Advice on non-broadcast advertising of cryptoassets published


On 14th of February 2022, the Committee of Advertising Practice (CAP) Executive published it advice on non-broadcast advertising of cryptoassets.

Because of cryptoassets’ inherent volatility and complexity, it has become important that the public, and consumers, are not misled and taken advantage of when making choices about whether or not to get involved in cryptocurrencies, non-fungible tokens (NFTs) or utility tokens.

Although defined by the FCA as “cryptographically secured digital representations of value or contractual rights that use some type of distributed ledger technology (DLT) and can be transferred, stored or traded electronically, the CAP reminds us that what we often call cryptoassets is, in fact, an umbrella term designating a whole range of different products.

The CAP advice focuses on the following three products:

(1)    Cryptocurrencies

(2)    Utility tokens

(3)    Non-fungible tokens (NFTs)

It also highlights six distinct ‘best practice’ avenues that advertisers and marketers should consider when advertising cryptoassets online, namely that they

(1)    should make clear that cryptoassets are unregulated and not protected; and

(2)    do not take advantage of consumers’ inexperience or credulity; and

(3)    Include all material information; and

(4)    Make clear that value can go down as well as up; and

(5)    State the basis used to calculate any projections or forecasts; and

(6)    Make clear that past performance is not a guide for future performance.

Before we explain the above, it is worth pointing out that cryptoassets are neither regulated by the FCA nor do they fall within the ambit of the Financial Services Compensation Scheme (FSCS) or the Financial Ombudsman Service (FOS), which can provide financial redress for wronged consumers.

Also, retail consumers cannot trade cryptoassets when sold on regulated platforms such as in contracts for differences, options, and futures.

We will now consider each of the CAP’s ’best practice’ avenues, as follow:

(1)    Making clear that cryptoassets are unregulated and not protected: The plethora of advertisements investigated by the ASA in 2021 (Skrill Ltd; Exmo Exchange Ltd; eToro Ltd; Coinbase Europe Ltd t/a Coinbase, among others…) shows that advertisers must ensure that their ads for cryptocurrencies contain the right disclaimer. The first step for marketers and advertisers is therefore to highlight that the product is neither protected or regulated by the FCA, and secondly, that they should ensure such statement is sufficiently clear and prominent.

Size, legibility, positioning and nature of the medium are the criteria most likely to come into play when assessing the clarity and prominence of an ad. Time and brevity of the ad are also to be taken into consideration (Payward Ltd t/a Kraken).

(2)    Advertisers should not take advantage of consumers’ inexperience/credulity: This advice is in line with code rule 14.1 which provides that marketers must ensure that advertised financial products need to be easily understood by consumers. Accordingly, the terminology used will significantly differ depending on where the ad is placed. For example, the CAP makes a distinction between an ad in an untargeted medium (e.g. those found in public transports) or in a specialist publication. Technical jargon will be allowed in the later whereas ads found in an untargeted medium will have to be significantly clearer and more easily approachable. (see Papa John’s (GB) Ltd t/a Papa John’s Pizza and HDR Global Trading)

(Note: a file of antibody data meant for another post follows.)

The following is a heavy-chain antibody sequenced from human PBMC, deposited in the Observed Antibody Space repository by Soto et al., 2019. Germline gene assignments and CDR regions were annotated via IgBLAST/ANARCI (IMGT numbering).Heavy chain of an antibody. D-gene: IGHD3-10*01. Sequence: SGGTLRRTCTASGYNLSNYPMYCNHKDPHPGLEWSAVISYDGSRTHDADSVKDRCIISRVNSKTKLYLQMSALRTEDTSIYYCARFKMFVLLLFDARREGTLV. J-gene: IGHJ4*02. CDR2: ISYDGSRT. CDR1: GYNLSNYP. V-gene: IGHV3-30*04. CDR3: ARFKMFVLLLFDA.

(3)    Advertisers must include all material information In line with Section 3 of the CAP Code: Adverts may be considered misleading where material information is omitted (rule 3.3. CAP Code). In Arsenal Football Club Plc, the ASA found that an ad for Fan Tokens omitted to mention that those tokens were in fact cryptoassets, and the ad failed to inform consumers that they had to purchase crypto first before getting access to the Fan Tokens advertised.

(4)    Marketers should make clear that the value can go down as well up: As with any financial product and investment, a disclaimer informing consumers that their capital is at risk is a central tenet of good and consumer-oriented advertising. In line with rule 14.4., it must be made clear that the value of investments can go down as well up.

(5)    State the basis used to calculate any projections or forecasts; Where a forecast or projections for returns are advertised, rule 14.3. will apply. This means that the calculation basis for any such projection must be clarified and substantiated. The consumer should be able to distinguish and clearly understand the basis on which the calculation was made (Forisgfs UK Ltd t/a Crypto).

(6)    Make clear that past performance is not a guide for future performance. Again, best practice and common sense apply where advertising cryptoassets. Ads should contain a disclaimer that makes clear that past performance is not indicative of future results. For example, in Coinbase Europe Ltd t/a Coinbase, the ASA found that ‘…£5 in #Bitcoin in 2010 would be worth over £100,000 in January 2021. Don’t miss out on the next decade…’ was misleading.

Due to this high level of scrutiny, the government will be introducing new rules aiming at protecting consumers from misleading claims, which will be then regulated by the FCA. It is expected that such rules will come into force during the course of 2023. Until then, the Advertising Code applies, and the ASA will be the body reviewing possible breaches. Watch this space.

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